Or you attend an educational course. Many rehab centers educate participants about mental health, addiction and/or nutrition. Eating a balanced diet can help you manage the stress of recovery and even everyday life.Stop withdrawal symptoms.
In the afternoon
You'll have dinner and perhaps end the day with another group session to reflect on your progress so far and how you feel about everything that's happened throughout the day. You have time to get ready for bed. In many rehab centers there is often a set “lights out” time, when free time for the day is over and you are encouraged to go to sleep.
When you enter a rehabilitation program for the first time, the staff will usually first ask you for an admission interview to find out more about you. This is an important step in the rehabilitation process, as this information will be used to start fine-tuning your treatment plan.
During an admissions interview, you will answer questions about substance use and lifestyle. These questions can include:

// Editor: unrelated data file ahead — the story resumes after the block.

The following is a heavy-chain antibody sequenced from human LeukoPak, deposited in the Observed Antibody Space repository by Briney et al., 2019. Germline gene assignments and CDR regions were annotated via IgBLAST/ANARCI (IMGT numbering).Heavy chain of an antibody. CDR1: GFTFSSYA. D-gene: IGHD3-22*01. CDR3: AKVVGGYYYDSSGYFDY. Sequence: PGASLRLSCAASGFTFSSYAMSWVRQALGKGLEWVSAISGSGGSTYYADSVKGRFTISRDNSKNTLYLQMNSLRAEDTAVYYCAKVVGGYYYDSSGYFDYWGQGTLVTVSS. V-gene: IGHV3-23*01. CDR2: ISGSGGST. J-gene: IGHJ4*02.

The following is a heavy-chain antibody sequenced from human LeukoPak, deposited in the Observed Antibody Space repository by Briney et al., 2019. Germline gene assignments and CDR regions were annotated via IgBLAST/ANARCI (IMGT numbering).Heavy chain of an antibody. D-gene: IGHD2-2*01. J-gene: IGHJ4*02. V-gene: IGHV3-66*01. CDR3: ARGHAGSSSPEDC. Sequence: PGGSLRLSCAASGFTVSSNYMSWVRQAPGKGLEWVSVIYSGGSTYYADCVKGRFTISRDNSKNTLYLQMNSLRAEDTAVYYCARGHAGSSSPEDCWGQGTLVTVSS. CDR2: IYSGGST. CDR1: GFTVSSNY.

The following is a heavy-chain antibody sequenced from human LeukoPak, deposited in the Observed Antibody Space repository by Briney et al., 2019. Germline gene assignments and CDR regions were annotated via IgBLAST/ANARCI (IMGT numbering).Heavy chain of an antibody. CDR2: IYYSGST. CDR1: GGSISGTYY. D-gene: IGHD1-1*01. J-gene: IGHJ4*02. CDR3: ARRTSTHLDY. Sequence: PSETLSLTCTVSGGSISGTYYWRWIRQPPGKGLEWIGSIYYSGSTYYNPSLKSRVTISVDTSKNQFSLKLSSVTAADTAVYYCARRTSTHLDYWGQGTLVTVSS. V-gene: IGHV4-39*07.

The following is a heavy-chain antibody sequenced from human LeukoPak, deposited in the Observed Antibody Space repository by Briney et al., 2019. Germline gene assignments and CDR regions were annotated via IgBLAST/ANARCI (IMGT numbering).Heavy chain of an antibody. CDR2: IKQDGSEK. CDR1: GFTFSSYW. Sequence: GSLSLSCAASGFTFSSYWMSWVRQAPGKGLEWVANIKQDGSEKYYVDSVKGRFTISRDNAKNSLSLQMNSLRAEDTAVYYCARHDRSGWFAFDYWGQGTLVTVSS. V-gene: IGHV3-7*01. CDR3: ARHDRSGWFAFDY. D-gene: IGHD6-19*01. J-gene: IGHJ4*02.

- In the past 30 days, on how many days did you drink alcohol before drinking alcohol?drunkand/or use illegal drugs ormarihuana?
- Where did you live most of the time in the last 30 days?
- In the past 30 days, how stressful were you because of your alcohol or drug use?
- In the last 30 days, how often did substance use cause you to reduce or stop activity altogether?
- Have children? Do they live with you? If not, are they living with someone else by court order?
- Do you study or have a job?
- Have you been arrested for drug offenses in the last 30 days?
- How would you rate your overall health?
- Have you received inpatient or outpatient treatment for a physical illness, mental or emotional disorder, or use of alcohol or other substances in the last 30 days?
- How satisfied are you with your life and yourself?
Be prepared to answer questions honestly. While it can be difficult to talk about your life, choices and substance use, remember that accurate information will help the team design the program that best fits you and your needs.
Typical length of stay in drug and alcohol rehab is 28-30 days, 60 days, or 90 days. While treatment for any length of time is helpful, the National Institute on Drug Abuse (NIDA) recommends that people spend at least 90 days in treatment.